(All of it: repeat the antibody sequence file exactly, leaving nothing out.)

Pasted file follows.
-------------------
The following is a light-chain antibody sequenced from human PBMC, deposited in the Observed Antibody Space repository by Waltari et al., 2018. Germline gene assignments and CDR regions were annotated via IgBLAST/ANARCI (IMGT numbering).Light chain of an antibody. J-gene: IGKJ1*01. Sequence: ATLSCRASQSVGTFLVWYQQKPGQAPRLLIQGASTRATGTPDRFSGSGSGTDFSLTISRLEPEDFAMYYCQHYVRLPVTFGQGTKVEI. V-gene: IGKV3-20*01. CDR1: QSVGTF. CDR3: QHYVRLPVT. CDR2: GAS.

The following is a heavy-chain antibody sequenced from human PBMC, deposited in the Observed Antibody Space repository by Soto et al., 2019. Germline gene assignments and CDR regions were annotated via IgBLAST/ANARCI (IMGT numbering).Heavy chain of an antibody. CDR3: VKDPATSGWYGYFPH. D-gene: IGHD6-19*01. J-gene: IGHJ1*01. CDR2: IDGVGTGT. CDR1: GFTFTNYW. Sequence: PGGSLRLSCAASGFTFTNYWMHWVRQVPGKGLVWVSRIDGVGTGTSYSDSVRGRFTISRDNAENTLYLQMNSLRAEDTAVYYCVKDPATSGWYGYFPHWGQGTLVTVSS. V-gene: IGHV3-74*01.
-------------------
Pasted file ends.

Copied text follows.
The following is a light-chain antibody sequenced from human PBMC, deposited in the Observed Antibody Space repository by Waltari et al., 2018. Germline gene assignments and CDR regions were annotated via IgBLAST/ANARCI (IMGT numbering).Light chain of an antibody. J-gene: IGKJ1*01. Sequence: ATLSCRASQSVGTFLVWYQQKPGQAPRLLIQGASTRATGTPDRFSGSGSGTDFSLTISRLEPEDFAMYYCQHYVRLPVTFGQGTKVEI. V-gene: IGKV3-20*01. CDR1: QSVGTF. CDR3: QHYVRLPVT. CDR2: GAS.

The following is a heavy-chain antibody sequenced from human PBMC, deposited in the Observed Antibody Space repository by Soto et al., 2019. Germline gene assignments and CDR regions were annotated via IgBLAST/ANARCI (IMGT numbering).Heavy chain of an antibody. CDR3: VKDPATSGWYGYFPH. D-gene: IGHD6-19*01. J-gene: IGHJ1*01. CDR2: IDGVGTGT. CDR1: GFTFTNYW. Sequence: PGGSLRLSCAASGFTFTNYWMHWVRQVPGKGLVWVSRIDGVGTGTSYSDSVRGRFTISRDNAENTLYLQMNSLRAEDTAVYYCVKDPATSGWYGYFPHWGQGTLVTVSS. V-gene: IGHV3-74*01.